Escanaba, MI,
12:16 PM

RSV's impact on your baby


Key takeaways: 

  • Respiratory syncytial virus (RSV) attacks the lungs, causing breathing problems and hospitalization. 
  • RSV is most common in the fall and winter. 
  • The Centers for Disease Control and Prevention (CDC) has recommended the first RSV vaccine for pregnant women. 
  • The new vaccine has shown to reduce the risk of babies being hospitalized with RSV by 57%. 
  • The RSV vaccine is targeted towards pregnant women between 32 and 36 weeks gestation. 
pregnant woman with cold

Last year, hospitals across the country were slammed with patients suffering from RSV – respiratory syncytial virus. While it’s tough on adults, it can be especially difficult on babies.

RSV can be serious for infants because their airways are not as developed as adults. With small airways, babies have a difficult time getting the oxygen they need when they become really sick.

The RSV virus directly attacks the lungs, causing breathing problems, hospitalization and even death.

“RSV is most seen in the fall and winter, and it can be quite dangerous for infants and children," says Casey Sager, MD, an OB/GYN with OSF HealthCare. "It is the number one cause of hospitalizations in infants.”

In September, the Centers for Disease Control and Prevention (CDC) recommended the first RSV vaccine for pregnant women to protect their newborn from serious RSV illness.

The new vaccine has been shown to reduce the risk of babies being hospitalized with RSV by 57% in the first six months after birth.

According to the CDC, when someone gets the RSV vaccine, their body responds by making a protein that protects against the virus that causes RSV. The process takes about two weeks.

When a pregnant woman gets the RSV vaccine, their antibodies pass on to their baby through the placenta and her breast milk. So, babies who are born at least two weeks after their mother gets vaccinated against RSV are protected from birth, when infants are at the highest risk of RSV. 

“The RSV vaccine that was recently approved is targeted towards pregnant women between 32 weeks gestation and 36 weeks and six days gestation, and that's to optimize the effects of the vaccine before the baby's born," says Dr. Sager.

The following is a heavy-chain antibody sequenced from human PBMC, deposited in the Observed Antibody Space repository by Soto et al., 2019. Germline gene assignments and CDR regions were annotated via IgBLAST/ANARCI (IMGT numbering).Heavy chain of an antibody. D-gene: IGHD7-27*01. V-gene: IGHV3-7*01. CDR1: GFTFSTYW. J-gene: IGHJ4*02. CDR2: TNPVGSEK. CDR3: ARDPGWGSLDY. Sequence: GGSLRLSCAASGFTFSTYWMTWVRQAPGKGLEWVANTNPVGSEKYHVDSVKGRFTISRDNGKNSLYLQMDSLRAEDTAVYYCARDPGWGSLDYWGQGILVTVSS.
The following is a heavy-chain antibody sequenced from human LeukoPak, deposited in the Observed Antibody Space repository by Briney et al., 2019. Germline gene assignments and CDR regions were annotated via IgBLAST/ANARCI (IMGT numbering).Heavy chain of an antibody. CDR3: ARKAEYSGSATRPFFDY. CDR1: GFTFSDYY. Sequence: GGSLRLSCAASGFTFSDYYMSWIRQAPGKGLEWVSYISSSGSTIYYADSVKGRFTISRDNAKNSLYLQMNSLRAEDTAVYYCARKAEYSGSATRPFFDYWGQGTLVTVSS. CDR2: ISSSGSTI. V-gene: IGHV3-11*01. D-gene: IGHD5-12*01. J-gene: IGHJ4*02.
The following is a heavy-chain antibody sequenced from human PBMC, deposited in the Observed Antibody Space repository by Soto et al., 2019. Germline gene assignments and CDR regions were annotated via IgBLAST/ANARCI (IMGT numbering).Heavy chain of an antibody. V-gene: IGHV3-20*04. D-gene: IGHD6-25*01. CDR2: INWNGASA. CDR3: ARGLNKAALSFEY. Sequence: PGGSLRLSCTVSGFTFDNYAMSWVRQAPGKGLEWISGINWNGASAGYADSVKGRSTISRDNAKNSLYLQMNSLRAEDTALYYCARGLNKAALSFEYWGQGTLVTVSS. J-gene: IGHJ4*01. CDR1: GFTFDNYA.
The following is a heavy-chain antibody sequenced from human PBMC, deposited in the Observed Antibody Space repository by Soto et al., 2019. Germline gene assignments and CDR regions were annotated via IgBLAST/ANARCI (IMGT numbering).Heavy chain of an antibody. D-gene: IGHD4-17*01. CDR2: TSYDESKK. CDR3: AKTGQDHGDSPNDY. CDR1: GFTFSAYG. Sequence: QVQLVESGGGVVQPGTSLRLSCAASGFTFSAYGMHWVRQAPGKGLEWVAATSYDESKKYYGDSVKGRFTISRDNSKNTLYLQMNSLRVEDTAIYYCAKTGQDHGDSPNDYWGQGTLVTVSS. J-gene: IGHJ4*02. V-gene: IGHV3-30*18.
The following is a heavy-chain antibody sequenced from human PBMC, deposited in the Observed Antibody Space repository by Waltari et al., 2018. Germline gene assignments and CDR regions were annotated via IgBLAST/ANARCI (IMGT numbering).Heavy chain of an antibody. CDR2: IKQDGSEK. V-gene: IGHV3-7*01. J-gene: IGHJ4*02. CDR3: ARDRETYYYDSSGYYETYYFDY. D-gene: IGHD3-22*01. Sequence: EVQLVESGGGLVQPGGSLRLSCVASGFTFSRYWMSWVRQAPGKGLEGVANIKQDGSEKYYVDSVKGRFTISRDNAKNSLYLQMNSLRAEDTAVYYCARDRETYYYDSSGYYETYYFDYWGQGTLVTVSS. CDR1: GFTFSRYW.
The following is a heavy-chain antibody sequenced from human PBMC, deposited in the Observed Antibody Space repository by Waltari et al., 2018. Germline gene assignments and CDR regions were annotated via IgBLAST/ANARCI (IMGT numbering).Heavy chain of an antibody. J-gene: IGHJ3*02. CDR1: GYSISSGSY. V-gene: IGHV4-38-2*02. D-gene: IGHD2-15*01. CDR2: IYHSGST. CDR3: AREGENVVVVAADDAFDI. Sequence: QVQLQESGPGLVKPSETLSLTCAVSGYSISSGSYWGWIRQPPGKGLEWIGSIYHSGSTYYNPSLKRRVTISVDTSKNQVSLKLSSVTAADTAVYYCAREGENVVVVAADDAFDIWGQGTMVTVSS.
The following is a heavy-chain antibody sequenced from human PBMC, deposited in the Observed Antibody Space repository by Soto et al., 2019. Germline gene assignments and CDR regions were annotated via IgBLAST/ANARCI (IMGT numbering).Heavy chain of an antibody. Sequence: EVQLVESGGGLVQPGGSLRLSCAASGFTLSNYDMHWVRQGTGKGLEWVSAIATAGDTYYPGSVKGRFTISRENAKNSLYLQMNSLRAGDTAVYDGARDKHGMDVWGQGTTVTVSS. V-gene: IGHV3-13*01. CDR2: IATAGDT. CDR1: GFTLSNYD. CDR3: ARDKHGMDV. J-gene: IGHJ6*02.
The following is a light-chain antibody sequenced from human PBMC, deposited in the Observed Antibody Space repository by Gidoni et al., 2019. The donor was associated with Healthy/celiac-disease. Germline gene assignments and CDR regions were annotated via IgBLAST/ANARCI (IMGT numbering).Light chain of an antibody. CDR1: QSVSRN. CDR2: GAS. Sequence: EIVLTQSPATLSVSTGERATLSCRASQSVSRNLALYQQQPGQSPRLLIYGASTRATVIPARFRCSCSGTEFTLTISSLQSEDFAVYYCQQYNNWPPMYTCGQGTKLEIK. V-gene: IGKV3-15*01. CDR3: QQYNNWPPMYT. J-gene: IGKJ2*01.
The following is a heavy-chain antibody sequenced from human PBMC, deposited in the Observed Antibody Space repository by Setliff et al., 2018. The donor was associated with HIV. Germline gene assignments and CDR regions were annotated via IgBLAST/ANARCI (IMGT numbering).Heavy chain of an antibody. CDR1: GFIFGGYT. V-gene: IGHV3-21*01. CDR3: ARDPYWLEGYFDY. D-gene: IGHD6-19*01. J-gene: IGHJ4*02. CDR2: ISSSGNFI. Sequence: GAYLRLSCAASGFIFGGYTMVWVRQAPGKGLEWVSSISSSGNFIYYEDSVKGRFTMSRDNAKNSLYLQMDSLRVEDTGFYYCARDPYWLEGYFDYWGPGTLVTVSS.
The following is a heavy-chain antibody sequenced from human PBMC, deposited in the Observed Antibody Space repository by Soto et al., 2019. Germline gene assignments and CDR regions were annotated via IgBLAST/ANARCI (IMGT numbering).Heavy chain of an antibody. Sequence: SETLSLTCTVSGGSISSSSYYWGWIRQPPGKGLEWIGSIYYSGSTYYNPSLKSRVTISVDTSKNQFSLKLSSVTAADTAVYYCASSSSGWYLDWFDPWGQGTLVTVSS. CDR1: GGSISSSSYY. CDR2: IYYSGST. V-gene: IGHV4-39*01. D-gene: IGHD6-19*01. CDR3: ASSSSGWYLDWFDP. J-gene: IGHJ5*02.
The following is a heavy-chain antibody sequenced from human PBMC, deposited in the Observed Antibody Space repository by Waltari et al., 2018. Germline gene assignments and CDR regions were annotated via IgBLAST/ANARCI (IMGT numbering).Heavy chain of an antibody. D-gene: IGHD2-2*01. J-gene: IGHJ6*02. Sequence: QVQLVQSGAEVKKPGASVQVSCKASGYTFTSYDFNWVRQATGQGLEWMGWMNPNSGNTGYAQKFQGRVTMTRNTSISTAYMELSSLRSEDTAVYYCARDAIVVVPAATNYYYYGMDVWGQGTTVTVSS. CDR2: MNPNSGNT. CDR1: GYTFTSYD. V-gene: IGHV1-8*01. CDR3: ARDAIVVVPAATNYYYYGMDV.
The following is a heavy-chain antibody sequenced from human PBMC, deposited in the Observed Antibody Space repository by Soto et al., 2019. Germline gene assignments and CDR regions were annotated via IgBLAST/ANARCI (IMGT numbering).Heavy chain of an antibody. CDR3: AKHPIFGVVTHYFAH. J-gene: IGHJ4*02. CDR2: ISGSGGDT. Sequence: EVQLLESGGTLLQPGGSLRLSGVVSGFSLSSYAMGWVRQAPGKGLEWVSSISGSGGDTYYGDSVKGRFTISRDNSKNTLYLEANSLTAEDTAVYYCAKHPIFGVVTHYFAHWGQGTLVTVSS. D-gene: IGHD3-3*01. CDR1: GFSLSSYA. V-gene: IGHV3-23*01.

Mild symptoms of RSV in pregnant women are sneezing, runny nose and fever. But RSV-complications can include sepsis, pneumonia and respiratory failure. A woman may be at higher risk of severe RSV during pregnancy if she has a preexisting lung disease, such as asthma. 

With cases of flu, COVID and RSV on the rise, Dr. Sager encourages women to be as informed as possible about ways to keep their baby healthy.

“It’s absolutely important to have the vaccine conversation with your provider, with your spouse and with the people who are going to be around the baby a lot," says Dr. Sager. "So, make sure everyone's on the same page and can provide the most protection to the new infant.”

In addition to keeping up to date on vaccines, Dr. Sager encourages patients to practice healthy habits.

“The take home message is the RSV vaccine is a great thing moms can do in pregnancy to help reduce the risk of a serious illness in their infants. This of course is in addition to the basic principles of good hand hygiene and not going out if you're sick.”

OSF OnCall offers a remote patient monitoring program for babies and young toddlers with respiratory illnesses. The no-cost service connects those at home with medical specialists virtually, providing education and digital prompts to discuss signs/symptoms over a 10-day period.

The OSF OnCall RSV program is available to anyone in Illinois or Michigan. Patients must have a positive RSV test or diagnosis to qualify. To learn more about the program, click here.

If you are interested in finding a location where you can receive the RSV vaccine, visit the CDC website


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